• Evaluation of CO₂ sequestration through enhanced oil recovery in West Sak reservoir

      Nourpour Aghbash, Vahid (2013-05)
      CO₂ enhanced oil recovery (EOR) has been proposed as a method of sequestering CO₂. This study evaluates using CO₂ as an EOR agent in the West Sak reservoir. The injected CO₂ mixes with the oil and reduces the oil viscosity, enhancing its recovery. A considerable amount of CO₂ is left in the reservoir and 'sequestered'. Due to low reservoir temperature, this process can lead to formation of three hydrocarbon phases in the reservoir. An equation of state was tuned to simulate the West Sak oil and complex phase behavior of the CO₂-oil mixtures. A compositional simulator capable of handling three-phase flash calculation and four-phase flow was used to simulate CO₂ injection into a three-dimensional heterogeneous pattern model. The results showed that CO₂ EOR in the West Sak reservoir increases oil recovery by 4.5% of original oil in place and 48 million metric tons of CO₂ could be sequestered. Ignoring four-phase flow underestimated oil recovery and sequestered CO₂ volume. Enriching the CO₂ with natural gas liquid decreased sequestered CO₂ volume without a significant increase in oil recovery. Dissolution of CO₂ in the water phase and different water/CO₂ slug sizes and ratios did not change the sequestered CO₂ volume and oil recovery.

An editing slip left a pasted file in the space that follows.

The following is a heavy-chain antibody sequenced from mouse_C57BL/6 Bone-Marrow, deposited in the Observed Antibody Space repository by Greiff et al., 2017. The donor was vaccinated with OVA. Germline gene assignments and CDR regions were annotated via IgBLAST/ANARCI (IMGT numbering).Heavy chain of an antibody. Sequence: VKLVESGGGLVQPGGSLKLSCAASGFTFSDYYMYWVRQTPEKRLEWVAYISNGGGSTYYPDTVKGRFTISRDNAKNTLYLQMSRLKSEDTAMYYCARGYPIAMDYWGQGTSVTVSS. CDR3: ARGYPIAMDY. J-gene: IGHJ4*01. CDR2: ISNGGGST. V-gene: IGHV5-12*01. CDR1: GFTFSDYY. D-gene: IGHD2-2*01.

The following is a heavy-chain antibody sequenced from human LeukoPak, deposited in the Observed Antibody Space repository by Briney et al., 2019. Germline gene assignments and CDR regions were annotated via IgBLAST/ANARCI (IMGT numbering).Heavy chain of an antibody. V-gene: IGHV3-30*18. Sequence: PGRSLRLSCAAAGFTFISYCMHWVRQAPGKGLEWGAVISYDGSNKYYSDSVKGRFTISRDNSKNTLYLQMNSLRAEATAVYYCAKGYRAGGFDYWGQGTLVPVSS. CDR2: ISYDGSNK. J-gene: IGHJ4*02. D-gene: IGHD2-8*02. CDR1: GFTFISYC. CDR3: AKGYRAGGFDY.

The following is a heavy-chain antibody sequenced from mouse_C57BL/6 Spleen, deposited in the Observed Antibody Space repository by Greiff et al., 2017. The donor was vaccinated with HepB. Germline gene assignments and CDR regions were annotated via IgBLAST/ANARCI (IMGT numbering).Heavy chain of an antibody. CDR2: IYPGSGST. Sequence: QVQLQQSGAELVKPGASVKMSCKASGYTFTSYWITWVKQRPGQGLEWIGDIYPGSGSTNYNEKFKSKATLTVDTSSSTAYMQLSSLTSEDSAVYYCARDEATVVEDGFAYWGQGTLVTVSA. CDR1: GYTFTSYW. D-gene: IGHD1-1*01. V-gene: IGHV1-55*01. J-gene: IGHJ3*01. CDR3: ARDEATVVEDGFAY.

• Scaling laws in cold heavy oil production with sand reservoirs

      Robertson, Keith W. III; Awoleke, Obadare; Peterson, Rorik; Ahmadi, Mohabbat; Liu, Jenny (2018-08)
      This thesis presents a rigorous step by step procedure for deriving the minimum set of scaling laws for Cold Heavy Oil Production with Sand (CHOPS) reservoirs based on a given set of physical equations using inspectional analysis. The resulting dimensionless equations are then simulated in COMSOL Mutiphysics to validate the dimensionless groups and determine which groups are more significant by performing a sensitivity analysis using a factorial design. The work starts simple by demonstrating how the above process is done for 1D single-phase flow and then slowly ramps up the complexity to account for foamy oil and then finally for wormholes by using a sand failure criterion. The end result is three dimensionless partial differential equations to be solved simultaneously using a finite element simulator. The significance of these groups is that they can be used to extrapolate between a small scale model and a large scale prototype.